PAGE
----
How to participate in the Running of the Bulls

How to Participate in Running of the Bulls

Insider tips on how to run with the bulls

Before sharing our tips on how to participate in the Running of the Bulls®, it’s helpful to have a basic understanding of the history behind this centuries-old tradition. Running with bulls, while not for the faint of heart, was originally born out of a necessity to move the animals from outside Pamplona’s city center to the bullring in town — something that’s been done since the 13th century.

The San Fermin Festival has been held every July since 1592 and the morning bull runs are one of the most highly anticipated events. However, it is not completely clear when citizens began running in front of the bulls rather than behind them. Some records, dating back to 1787, indicate that the tradition of running in front of the horned beasts was long established by that point in time. Interestingly, the original bull run route in Pamplona has changed very little since 1852, giving participants a true taste of what it was like hundreds of years ago.

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Ready to run with bulls in Pamplona?

Running with bulls is dangerous and unpredictable. Razor sharp horns, hard hooves and 1000+ pounds of thrashing bovine make for a hazardous combination. It cannot be overstated that runners should take proper precautions, educate themselves on runner protocol and never consider running while they are intoxicated. If you are still out partying when the sun comes up, we highly recommend having a designated runner. Wink wink!

If you have your heart set on running, you need to meet other participants in Pamplona’s Plaza Consistorial near the starting point of the route. The advice we offer on how to run with the bulls in Spain is gleaned from veteran runners who have learned from experience how to stay safe and have fun. One of the most important safety rules to remember: if you fall down while running, stay down. Any attempt to get up will bring unwanted attention from the bulls.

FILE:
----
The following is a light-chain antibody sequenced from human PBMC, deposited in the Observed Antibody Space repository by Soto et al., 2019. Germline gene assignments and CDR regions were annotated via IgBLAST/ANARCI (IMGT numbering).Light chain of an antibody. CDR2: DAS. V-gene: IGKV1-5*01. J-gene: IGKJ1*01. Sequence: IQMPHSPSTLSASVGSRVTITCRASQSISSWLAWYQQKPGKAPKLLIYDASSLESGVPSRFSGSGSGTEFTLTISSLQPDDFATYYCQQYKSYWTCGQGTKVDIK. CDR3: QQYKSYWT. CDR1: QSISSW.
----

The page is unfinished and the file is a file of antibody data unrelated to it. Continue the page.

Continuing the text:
First, try and position yourself somewhere at the end of Santo Domingo Street, in front of the Ayuntamiento (Town Hall), or the beginning of Mercaderes street by 7:00 AM. Plan on getting there early to secure a good spot. Don’t rely on the crowds to dictate where you’re going as you’ll often see people gathered along Estafeta Street stretching as though they’ll be running. The police make a sweep down Estafeta Street prior to the run, and anyone in this area will be disqualified and forced off the street.

Rockets signal your start

The Pamplona Bull Run begins at 8:00 AM and the runners chant three times to a small statue of San Fermin – placed in a niche in the wall on Santo Domingo Street. The first rocket goes off, letting the runners know the bulls have been released from the corral. You will hear the roar of the crowd and the echo of the bulls’ hooves on the cobblestone streets as the excitement moves in a wave past you. The second rocket signals that all the bulls have left the corral and the third and final rocket signals that the run is over.

For all of their heft, the bulls can careen down the 825-meter (.51 mile) stretch of narrow streets in about 3 minutes – slightly longer if they are distracted or stop to target and possibly gore a runner. Of all recorded bull run deaths in Pamplona, gorings account for the majority.

The bull run route ends in the Plaza de Toros, where they release Vaquillas (young cows with capped horns) into the bullring to toss participants around and amuse the crowd.

Dangers of running with bulls

Since 1910, 16 people have died in Pamplona’s Running of the Bulls, mostly from gorings. The most recent fatality took place on July 10, 2009. Every year, between 200 and 300 people are injured during the run. Bruises, scrapes and road rash due to falls are very common, though more serious harm has been documented. A bull run video from 2013  underscores just how dangerous running with the bulls can be. (Warning: this video is very graphic).

Having made the requisite danger disclaimer, the running of the bulls is still considered an integral part of the San Fermin Festival and viewed by many as one of the last traditions that represent the true spirit of Pamplona and the Navarra region.

Please let us know if we can give you any more information on how to run with the bulls, or serve you in any way as you plan for your adventure.